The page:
It’s standard textbook stuff. Convention has it that “capital flows” are determined by the portfolio effects of interest rate differentials. Quite simply, if yields aren’t very high for low risk US instruments (like UST’s) or their European counterparts, fixed income managers must go hunting for yields overseas in Emerging Markets who offer fatter returns by comparison. Thus, “capital” is said to flow into them, which aids in their own domestic monetary conditions (see: Brazil).
The catch is when this thing reverses; or so they say. Should Treasury yields begin to rise, then it’s said “capital” flows back “home” leaving the EM system from which it came vulnerable to standard ill-effects. Conventional of all convention, here’s Brookings in January 2014 laying out the typical view on 2013’s taper tantrum inspired EM crisis:
Global investors began to rethink their investment strategies as the potential returns on U.S. assets increased. Who is likely to get hit hardest? The economies with the largest imbalances who have become most reliant on foreign capital.
Is that what really happened? No.
First, yes, UST yields did indeed rise from the middle part of 2013 forward – but not due to some “taper tantrum.” On the contrary, rates in the US and Europe had been rising as the global bond market processed a slightly better likelihood for global recovery (compared to the awful year 2012). In the US, Ben Bernanke was talking about tapering QE because economic fundamentals appeared to be improving rapidly (the unemployment rate most of all).
How could that have been a problem for EM’s? A global recovery increasing in probability shouldn’t have been thought consistent with what was actually happening in those places – involuntary “devaluation” brought about by what sure seemed to be a shortage of local US$ availability.
And that was a currency crisis; the dollar began to rise against them which, at first, appeared consistent with the rise in yields. But then from early 2014 onward, UST yields reversed while the dollar…did not. In fact, US rates would keep on going lower before eventually the US exchange rate exploded higher later in 2014 while it did – making 2013’s EM crisis tiny by comparison.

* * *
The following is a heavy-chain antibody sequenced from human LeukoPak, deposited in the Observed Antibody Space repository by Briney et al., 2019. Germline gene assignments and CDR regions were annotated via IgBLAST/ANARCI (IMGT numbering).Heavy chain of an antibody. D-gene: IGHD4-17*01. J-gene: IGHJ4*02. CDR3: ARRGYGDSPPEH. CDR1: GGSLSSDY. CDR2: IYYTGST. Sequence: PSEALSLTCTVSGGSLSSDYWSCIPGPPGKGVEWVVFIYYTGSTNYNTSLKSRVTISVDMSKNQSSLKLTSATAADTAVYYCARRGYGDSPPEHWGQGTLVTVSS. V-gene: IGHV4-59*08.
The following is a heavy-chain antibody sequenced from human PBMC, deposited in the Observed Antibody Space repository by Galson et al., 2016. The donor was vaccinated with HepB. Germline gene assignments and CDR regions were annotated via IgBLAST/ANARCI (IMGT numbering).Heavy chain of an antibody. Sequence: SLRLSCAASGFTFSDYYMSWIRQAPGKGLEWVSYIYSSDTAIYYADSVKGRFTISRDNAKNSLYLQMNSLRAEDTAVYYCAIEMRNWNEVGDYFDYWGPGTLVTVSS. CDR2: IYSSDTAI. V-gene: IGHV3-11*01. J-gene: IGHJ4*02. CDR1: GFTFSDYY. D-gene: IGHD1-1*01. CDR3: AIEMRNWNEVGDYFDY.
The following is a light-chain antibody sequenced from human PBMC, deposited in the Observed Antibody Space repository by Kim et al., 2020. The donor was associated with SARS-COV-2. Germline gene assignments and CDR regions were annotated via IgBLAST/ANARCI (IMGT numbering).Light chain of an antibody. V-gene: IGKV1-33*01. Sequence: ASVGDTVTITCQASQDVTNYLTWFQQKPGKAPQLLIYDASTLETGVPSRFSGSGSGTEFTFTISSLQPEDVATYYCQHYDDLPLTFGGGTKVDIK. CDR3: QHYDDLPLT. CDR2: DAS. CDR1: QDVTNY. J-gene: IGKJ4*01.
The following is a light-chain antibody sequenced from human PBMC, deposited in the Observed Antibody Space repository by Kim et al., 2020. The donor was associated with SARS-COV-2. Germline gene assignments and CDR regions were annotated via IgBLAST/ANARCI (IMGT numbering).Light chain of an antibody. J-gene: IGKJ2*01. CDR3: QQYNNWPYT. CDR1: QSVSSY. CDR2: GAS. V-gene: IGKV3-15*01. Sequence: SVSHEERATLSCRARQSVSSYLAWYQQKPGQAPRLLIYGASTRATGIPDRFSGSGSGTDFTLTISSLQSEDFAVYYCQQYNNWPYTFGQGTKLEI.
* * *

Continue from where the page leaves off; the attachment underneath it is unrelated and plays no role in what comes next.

A very different sort of capital was flowing in reverse (Euro$ #3, not textbook portfolio effects of rate differentials).
Since Economics textbooks are rarely, if ever, rewritten, when all these things repeated in 2018, the “capital flow” excuse revisited the mainstream conversation at the time trying to figure out all sorts of liquidity and market gyrations wholly inconsistent with the inflationary recovery scenario being offered as guaranteed fact in all these same media outlets.
Nominal rates rose then, too, just as they had in 2013. And in April 2018, suddenly the dollar caught a huge bid, as well.
For instance, markets seem to have moved on from the formation of the “Fragile Five,” a group of countries that suffered heavily when the U.S. Federal Reserve started to roll back its bond-buying program in 2013. Made up of Brazil, India, Indonesia, Turkey and South Africa, this group was marked by heavy currency depreciation, high current account deficits and political instability at home.
But markets are feeling a sense of déjà vu [in 2018]. Blame it on a stronger dollar, escalating tensions since President Donald Trump came to power, worries over a full-fledged trade war with China or rising interest rates in the U.S., this time around the crisis seems to have entered a new phase.
The damage is far more widespread.
Yep, and it had nothing whatsoever to do with rising interest rates (or those other things, either). The “stronger” dollar had simply announced – like late 2013 – the perhaps inevitable recurrence of then Euro$ #4. Rising yields, a reflation signal otherwise, isn’t at all incompatible with at least the first stages of the next dollar shortage.
And like Euro$ #3, by 2019 the dollar kept on surging while UST yields reversed and fell sharply moving into the next, more serious stages. Again, no portfolio/rate differential effects could be detected, nor should any have been inferred, only just the latest global dollar shortage becoming more acute.
You may have noticed that in 2021 the US$ has once more caught a bid. Sure enough, timing being everything this occurs at the same time UST yields are rising. This time conventional views on “capital flows” and rate differentials?
Likely not. While still nothing more than a short-term disturbance, and not even a big one (yet), it has all the same hallmarks and therefore potential as these others.
The textbooks really need to be rewritten, only starting with bank reserves.